Tuesday, September 27, 2016

Pulse employee Neema Bahrami.


Pamela Schwartz, the Orange County Regional History Center program manager, is conducting Oral history interviews with people associated with the Pulse incident.  Neema Bahrami never wears red. Yet on the night of June 12, 2016, he wore a red shirt to his job as the Latin Night event organizer at Pulse. Someone joked with him that he should change his shirt since red is the cause of evil. Toward the end of the evening he walked to the front of the club to cash out. There are chains that hang over the entry. He  didn't see the shooter enter the club. He thinks he must have entered by the back gate. He later learned the gunman's car was parked back there. Then he heard the bangs. There is a DJ that incorporates the sounds of gun shots into his music mix, but he was not the DJ that night. Neema looked into the dub and saw muzzle flashes. People ran toward him. A young boy fell on him. He gathered the employees up front and got out. There was a policeman right outside, who told everyone to go to Dunkin' Donuts. The gunman came to the entry at a glass waterfall and began shooting towards the cop. Neema wrote on Facebook "Omg I can't believe this please God." Followed by, "I am safe everyone give me a minute trying to make sure the staff and guest that are with me are safe."

When police arrived, they began firing into the club entry. Neema was concerned about friendly fire. Outside, he got a cell phone call from an employee still in the dressing room. He informed police that he was on the phone with someone inside. People inside had to live through three hours of the worst fear imaginable. Dancers hid in cabinets. he realized, that if an air conditioner unit was removed, then the employees could crawl out through a hole in the wall. He drew a diagram for police. There were nine employees trapped in that room. Police didn't take his advice. He says he was near the AC unit when he heard a loud explosion. Police had blown open a wall to the bathroom. Moments later, the gunman was shot dead.

Unharmed survivors were herded into a bus to go to the police station. Neema's interrogation took just 5 minutes. No phones were gathered as evidence. After the interrogation he was released with no ride, out into a sea of waiting reporters. His dear friend Eddie Sotomayor didn't make it out alive. When he finally got home Neema collapsed and cried. He sees signs of Eddie everywhere he goes. In the weeks that followed, a comfort dog sat in his lap. The dogs name was Eddie. A tree had the names of all 49 victims and, as he stood looking at the tree, Eddies name fluttered free and dropped to the floor at his feet.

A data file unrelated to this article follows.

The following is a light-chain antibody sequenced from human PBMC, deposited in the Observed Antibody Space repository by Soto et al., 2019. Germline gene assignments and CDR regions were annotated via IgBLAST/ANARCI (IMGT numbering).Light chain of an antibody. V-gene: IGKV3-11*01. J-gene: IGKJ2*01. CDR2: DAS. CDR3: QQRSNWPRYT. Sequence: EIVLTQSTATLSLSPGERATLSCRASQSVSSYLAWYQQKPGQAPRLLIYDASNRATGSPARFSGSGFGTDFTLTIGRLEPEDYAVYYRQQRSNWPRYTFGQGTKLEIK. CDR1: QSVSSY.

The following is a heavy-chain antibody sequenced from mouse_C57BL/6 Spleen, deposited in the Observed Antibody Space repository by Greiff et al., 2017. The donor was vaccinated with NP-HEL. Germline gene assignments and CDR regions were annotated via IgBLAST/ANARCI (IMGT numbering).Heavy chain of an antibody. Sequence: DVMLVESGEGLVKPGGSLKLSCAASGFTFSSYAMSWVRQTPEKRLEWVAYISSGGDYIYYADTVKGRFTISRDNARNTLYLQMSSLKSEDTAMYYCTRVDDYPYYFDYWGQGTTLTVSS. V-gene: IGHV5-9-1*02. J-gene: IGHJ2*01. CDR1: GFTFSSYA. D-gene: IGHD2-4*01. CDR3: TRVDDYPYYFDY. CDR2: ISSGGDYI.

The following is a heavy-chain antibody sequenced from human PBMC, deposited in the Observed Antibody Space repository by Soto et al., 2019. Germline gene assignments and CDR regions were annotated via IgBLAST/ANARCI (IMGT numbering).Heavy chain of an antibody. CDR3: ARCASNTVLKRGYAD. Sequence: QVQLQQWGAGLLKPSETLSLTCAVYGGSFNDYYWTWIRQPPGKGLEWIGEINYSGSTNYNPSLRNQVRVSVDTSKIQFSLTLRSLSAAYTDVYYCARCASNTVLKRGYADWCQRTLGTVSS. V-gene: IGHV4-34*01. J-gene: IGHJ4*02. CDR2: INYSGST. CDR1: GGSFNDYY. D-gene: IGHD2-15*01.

The next day, he found a paper heart taped to his door. It said,"Love is free, hugs are free, we all love you." Because of this sign of hope Neema decided to create the Hang a Heart Foundation, which promotes love regardless of religion, race or gender. He feels that, if any good came from that horrible night, it is that people are learning to accept the gay community. It has opened peoples hearts. Churches invite them in to make paper hearts.

Neema has been traveling with Pulse club owner Barbara Poma to NYC Pride, Memphis Tennessee Pride, and Palm Springs Pride along with a endless string of fundraisers. He said, that if Barbara rebuilds, Pulse will be bigger and better than ever. He showed a photo of a gorgeous rainbow colored tree. "Wouldn't that be gorgeous in the club" he said. In the meantime his life is on hold. His only income is from donations. He is angry at officials who said they would help. He filled out form after form seeking help. However only people who were shot will eventually get funds.

One month after the shooting he returned to the club. In the empty space, he felt the souls touching him. The place was stripped bare. "They took the TV, they took the money." He walked into the dressing room and all feeling left his body. In the bathroom he could feel the trauma. There is no greater terror.


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